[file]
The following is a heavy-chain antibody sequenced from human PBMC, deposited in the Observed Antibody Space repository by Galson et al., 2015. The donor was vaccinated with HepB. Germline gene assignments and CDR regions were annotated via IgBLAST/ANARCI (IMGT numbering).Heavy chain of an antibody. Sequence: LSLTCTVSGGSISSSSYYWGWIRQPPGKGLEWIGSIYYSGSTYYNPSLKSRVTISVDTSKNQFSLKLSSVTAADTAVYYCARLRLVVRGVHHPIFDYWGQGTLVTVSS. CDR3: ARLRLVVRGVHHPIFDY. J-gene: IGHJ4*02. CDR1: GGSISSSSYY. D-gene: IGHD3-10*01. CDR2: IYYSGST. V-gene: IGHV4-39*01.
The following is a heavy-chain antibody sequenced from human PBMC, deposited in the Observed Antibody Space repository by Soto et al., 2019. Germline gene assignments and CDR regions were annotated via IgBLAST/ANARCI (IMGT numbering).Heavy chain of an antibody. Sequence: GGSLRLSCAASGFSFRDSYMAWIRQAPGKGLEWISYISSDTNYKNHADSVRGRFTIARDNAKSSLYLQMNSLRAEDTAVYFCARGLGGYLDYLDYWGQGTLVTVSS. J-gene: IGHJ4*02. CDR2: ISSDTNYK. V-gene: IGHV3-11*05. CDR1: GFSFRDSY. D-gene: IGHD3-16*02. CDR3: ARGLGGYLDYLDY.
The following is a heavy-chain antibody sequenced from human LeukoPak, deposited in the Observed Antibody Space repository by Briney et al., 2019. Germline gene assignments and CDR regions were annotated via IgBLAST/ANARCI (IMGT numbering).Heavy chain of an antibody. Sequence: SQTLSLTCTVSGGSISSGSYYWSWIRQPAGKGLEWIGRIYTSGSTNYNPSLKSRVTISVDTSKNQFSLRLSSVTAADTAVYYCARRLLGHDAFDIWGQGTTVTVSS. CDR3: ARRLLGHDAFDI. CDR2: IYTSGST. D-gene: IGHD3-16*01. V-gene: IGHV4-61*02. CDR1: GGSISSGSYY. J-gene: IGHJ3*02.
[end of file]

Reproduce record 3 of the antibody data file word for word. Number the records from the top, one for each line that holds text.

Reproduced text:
The following is a heavy-chain antibody sequenced from human LeukoPak, deposited in the Observed Antibody Space repository by Briney et al., 2019. Germline gene assignments and CDR regions were annotated via IgBLAST/ANARCI (IMGT numbering).Heavy chain of an antibody. Sequence: SQTLSLTCTVSGGSISSGSYYWSWIRQPAGKGLEWIGRIYTSGSTNYNPSLKSRVTISVDTSKNQFSLRLSSVTAADTAVYYCARRLLGHDAFDIWGQGTTVTVSS. CDR3: ARRLLGHDAFDI. CDR2: IYTSGST. D-gene: IGHD3-16*01. V-gene: IGHV4-61*02. CDR1: GGSISSGSYY. J-gene: IGHJ3*02.